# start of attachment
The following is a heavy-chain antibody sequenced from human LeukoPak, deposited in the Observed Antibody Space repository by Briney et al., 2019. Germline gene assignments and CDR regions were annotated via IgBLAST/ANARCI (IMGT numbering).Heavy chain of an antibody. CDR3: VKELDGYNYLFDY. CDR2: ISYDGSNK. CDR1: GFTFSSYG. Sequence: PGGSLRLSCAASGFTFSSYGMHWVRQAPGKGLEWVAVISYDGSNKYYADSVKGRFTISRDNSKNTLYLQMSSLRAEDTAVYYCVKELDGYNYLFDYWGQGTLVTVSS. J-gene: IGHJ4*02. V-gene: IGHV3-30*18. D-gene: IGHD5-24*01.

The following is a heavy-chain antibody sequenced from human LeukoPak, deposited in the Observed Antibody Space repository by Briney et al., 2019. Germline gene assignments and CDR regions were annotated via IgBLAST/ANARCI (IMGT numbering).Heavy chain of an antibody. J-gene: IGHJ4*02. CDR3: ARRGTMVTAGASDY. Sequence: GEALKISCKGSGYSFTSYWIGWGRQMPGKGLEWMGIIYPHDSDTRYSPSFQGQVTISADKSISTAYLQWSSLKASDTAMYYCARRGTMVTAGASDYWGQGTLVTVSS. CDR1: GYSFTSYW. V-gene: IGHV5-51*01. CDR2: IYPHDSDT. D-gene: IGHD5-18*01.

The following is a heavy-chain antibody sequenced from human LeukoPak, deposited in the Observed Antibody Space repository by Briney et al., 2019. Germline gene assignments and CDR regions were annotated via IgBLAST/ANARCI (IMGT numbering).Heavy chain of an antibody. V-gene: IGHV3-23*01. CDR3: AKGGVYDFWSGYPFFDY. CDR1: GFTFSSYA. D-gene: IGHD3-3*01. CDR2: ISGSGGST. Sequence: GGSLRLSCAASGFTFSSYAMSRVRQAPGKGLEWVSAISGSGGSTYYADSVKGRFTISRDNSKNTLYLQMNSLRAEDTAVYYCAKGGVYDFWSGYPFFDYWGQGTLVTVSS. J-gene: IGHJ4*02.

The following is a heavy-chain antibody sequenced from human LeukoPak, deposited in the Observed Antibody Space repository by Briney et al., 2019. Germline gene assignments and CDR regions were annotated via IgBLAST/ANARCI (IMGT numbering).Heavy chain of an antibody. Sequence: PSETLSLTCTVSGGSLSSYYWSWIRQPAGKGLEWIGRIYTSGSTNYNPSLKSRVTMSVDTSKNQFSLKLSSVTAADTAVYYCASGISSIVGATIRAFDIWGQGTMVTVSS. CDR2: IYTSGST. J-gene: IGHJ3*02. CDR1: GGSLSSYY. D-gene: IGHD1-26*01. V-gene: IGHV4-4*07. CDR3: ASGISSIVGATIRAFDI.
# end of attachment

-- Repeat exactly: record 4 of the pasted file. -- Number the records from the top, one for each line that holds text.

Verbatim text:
The following is a heavy-chain antibody sequenced from human LeukoPak, deposited in the Observed Antibody Space repository by Briney et al., 2019. Germline gene assignments and CDR regions were annotated via IgBLAST/ANARCI (IMGT numbering).Heavy chain of an antibody. Sequence: PSETLSLTCTVSGGSLSSYYWSWIRQPAGKGLEWIGRIYTSGSTNYNPSLKSRVTMSVDTSKNQFSLKLSSVTAADTAVYYCASGISSIVGATIRAFDIWGQGTMVTVSS. CDR2: IYTSGST. J-gene: IGHJ3*02. CDR1: GGSLSSYY. D-gene: IGHD1-26*01. V-gene: IGHV4-4*07. CDR3: ASGISSIVGATIRAFDI.